Sarcopenia is the loss of muscle mass and function, affecting up to 70% of patients with advanced
liver disease. Liver cirrhosis is characterized by an altered glucose metabolism, lipid oxidation,
ketogenesis and protein catabolism, leading to the loss of adipose and muscle tissue. The gastrointestinal
dysfunction of cirrhotic patients results in inadequate nutrients intake and is responsible for muscle
weakness thus limiting physical exercise and perpetuating the reduction of muscle mass. Recently, alterations
of hormonal pathways involved in muscle growth, increased intestinal permeability and changes in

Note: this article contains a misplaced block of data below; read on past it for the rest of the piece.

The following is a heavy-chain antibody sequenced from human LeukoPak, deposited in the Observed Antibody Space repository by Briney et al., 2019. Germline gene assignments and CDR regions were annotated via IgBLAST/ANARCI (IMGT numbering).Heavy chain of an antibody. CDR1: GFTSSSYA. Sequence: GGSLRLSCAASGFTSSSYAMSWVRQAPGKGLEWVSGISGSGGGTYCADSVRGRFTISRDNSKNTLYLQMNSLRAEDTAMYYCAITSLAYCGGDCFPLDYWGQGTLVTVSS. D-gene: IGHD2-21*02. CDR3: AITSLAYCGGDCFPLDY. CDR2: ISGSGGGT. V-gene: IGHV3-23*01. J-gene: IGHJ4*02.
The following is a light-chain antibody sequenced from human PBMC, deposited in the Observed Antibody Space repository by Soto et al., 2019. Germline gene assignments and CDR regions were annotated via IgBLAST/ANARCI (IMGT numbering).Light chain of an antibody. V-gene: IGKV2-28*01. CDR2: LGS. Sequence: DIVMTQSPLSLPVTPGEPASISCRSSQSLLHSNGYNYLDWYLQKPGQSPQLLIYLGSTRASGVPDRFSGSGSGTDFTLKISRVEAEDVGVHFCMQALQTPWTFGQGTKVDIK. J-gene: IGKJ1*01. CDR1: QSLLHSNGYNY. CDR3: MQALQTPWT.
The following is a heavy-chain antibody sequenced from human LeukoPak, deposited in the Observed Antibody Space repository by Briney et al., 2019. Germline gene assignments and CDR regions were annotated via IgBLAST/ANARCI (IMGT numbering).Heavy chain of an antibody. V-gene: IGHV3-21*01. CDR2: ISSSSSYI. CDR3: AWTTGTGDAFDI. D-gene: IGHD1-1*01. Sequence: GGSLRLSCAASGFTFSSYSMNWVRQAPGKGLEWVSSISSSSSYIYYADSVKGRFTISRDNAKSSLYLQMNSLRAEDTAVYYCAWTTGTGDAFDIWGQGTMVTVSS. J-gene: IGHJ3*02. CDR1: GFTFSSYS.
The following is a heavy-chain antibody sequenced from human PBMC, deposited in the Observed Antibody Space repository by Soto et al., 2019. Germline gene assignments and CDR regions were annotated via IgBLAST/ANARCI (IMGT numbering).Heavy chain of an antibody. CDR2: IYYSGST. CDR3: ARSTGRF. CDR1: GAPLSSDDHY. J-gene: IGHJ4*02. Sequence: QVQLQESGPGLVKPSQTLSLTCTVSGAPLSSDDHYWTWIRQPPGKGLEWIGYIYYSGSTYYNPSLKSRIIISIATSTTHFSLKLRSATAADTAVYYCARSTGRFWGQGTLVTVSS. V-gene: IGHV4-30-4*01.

the gut microbiota composition have been reported in cirrhotic patients. Interestingly, a role of intestinal
bacteria in maintaining muscle health has been hypothesized through the translocation of bacteria and
bacterial products into the bloodstream triggering the production of muscle wasting-related cytokines.
Sarcopenia is associated with severe outcomes in patients with liver cirrhosis, mostly due to the incidence
of disease complications. Furthermore, sarcopenia may represent an important prognostic factor for patients
with hepatocellular carcinoma and for those undergoing liver transplantation and can be considered
a useful additional tool in the global assessment of patients with advanced liver disease.
Keywords: Sarcopenia, liver cirrhosis, liver disease, gut microbiota, malnutrition, liver transplantation, intestinal permeability.
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